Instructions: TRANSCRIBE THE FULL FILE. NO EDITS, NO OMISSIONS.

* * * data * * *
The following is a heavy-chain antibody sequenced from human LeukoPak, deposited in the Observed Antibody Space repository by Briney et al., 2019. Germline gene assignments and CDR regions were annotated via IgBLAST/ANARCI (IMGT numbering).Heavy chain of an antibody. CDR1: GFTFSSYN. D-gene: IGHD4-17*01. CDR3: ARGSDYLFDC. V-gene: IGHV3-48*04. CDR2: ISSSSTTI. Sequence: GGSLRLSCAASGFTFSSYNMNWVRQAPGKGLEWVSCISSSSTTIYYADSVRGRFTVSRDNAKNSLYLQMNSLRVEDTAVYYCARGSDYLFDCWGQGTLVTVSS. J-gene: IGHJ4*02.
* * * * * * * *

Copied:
The following is a heavy-chain antibody sequenced from human LeukoPak, deposited in the Observed Antibody Space repository by Briney et al., 2019. Germline gene assignments and CDR regions were annotated via IgBLAST/ANARCI (IMGT numbering).Heavy chain of an antibody. CDR1: GFTFSSYN. D-gene: IGHD4-17*01. CDR3: ARGSDYLFDC. V-gene: IGHV3-48*04. CDR2: ISSSSTTI. Sequence: GGSLRLSCAASGFTFSSYNMNWVRQAPGKGLEWVSCISSSSTTIYYADSVRGRFTVSRDNAKNSLYLQMNSLRVEDTAVYYCARGSDYLFDCWGQGTLVTVSS. J-gene: IGHJ4*02.